Bad actors take this scam one step further. If you enter your login credentials on their phony page, you’ll be taken to a second page that asks for your name, address, and bank account details. Everything entered on these pages will be sent directly to the bad guys.
While this is an advanced attack, you can still stay safe by practicing the tips below:
- Check for poor grammar in supposedly-official messages. Did you catch the grammatical error in the example above? It asks you to “click link below” instead of “click the link below”.
- Question the situation. For example, did you give PayPal your mobile number? And did you ever sign up to receive text notifications?
- Never trust a link in a text message that you were not expecting. If you think the notification could be legitimate, navigate to the official website and log in there.
We have recently seen an increase in COVID-19 themed phishing emails sent to customers. The most recent attempt is a phishing campaign impersonating the Small Business Administration (SBA).
This is a malicious attempt to lure business owners to apply for the Paycheck Protection Program (PPP) by clicking on the provided link.
In this example, the sender posed as the President of World Trade Finance and directed the recipient to click on the embedded URL in the body of the email to fill out a registration form.
If you receive an email resembling the one shown above, DO NOT click any of the links or attachments, and DELETE it immediately.
As always, FMB strongly recommends opening email and attachments from trusted sources only.
The FTC is getting reports about people pretending to be from the Social Security Administration (SSA) who are trying to get your Social Security number and even your money. In one version of the scam, the caller says your Social Security number has been linked to a crime (often, he says it happened in Texas) involving drugs or sending money out of the country illegally. He then says your Social is blocked – but he might ask you for a fee to reactivate it, or to get a new number. And he will ask you to confirm your Social Security number.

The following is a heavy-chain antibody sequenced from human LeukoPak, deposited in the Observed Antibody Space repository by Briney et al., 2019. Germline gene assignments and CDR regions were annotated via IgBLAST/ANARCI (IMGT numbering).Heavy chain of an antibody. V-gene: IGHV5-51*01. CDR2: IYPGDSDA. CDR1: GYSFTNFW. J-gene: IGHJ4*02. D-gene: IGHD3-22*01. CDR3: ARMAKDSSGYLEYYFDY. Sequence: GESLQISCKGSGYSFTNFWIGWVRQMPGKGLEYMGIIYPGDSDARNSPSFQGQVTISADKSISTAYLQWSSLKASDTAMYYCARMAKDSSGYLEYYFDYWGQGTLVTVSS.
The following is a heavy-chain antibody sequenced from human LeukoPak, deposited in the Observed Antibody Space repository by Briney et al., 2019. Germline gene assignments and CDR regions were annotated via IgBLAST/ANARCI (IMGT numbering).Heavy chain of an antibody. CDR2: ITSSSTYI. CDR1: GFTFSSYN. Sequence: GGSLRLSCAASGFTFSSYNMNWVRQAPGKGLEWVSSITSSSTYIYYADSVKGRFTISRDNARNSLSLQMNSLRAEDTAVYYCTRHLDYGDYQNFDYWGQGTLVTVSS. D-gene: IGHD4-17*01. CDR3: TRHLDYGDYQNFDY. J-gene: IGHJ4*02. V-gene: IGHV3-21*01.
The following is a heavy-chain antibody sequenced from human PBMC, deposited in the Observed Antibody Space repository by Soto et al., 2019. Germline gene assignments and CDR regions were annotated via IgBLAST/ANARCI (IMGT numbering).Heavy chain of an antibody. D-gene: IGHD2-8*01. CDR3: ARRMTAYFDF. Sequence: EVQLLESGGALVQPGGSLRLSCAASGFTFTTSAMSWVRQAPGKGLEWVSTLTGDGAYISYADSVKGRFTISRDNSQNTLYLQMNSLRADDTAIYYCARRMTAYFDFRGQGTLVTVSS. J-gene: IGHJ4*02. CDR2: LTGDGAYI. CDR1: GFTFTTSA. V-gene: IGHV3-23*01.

In other variations, he says that somebody used your Social Security number to apply for credit cards, and you could lose your benefits. Or he might warn you that your bank account is about to be seized, that you need to withdraw your money, and that he’ll tell you how to keep it safe.
But all of these are scams. Here’s what you need to know:
- The SSA will never (ever) call and ask for your Social Security number. It won’t ask you to pay anything. And it won’t call to threaten your benefits.
- Your caller ID might show the SSA’s real phone number (1-800-772-1213), but that’s not the real SSA calling. Computers make it easy to show any number on caller ID. You can’t trust what you see there.
- Never give your Social Security number to anyone who contacts you. Don’t confirm the last 4 digits. And don’t give a bank account or credit card number – ever – to anybody who contacts you asking for it.
- Remember that anyone who tells you to wire money, pay with a gift card, or send cash is a scammer. Always. No matter who they say they are.
If you’re worried about a call from someone who claims to be from the Social Security Administration, get off the phone. Then call the real SSA at 1-800-772-1213 (TTY 1-800-325-0778). If you’ve spotted a scam, then tell the FTC at ftc.gov/complaint.
Coronavirus: Scammers follow the headlines
Scammers are taking advantage of fears surrounding the Coronavirus. They’re setting up websites to sell bogus products, and using fake emails, texts, and social media posts as a ruse to take your money and get your personal information.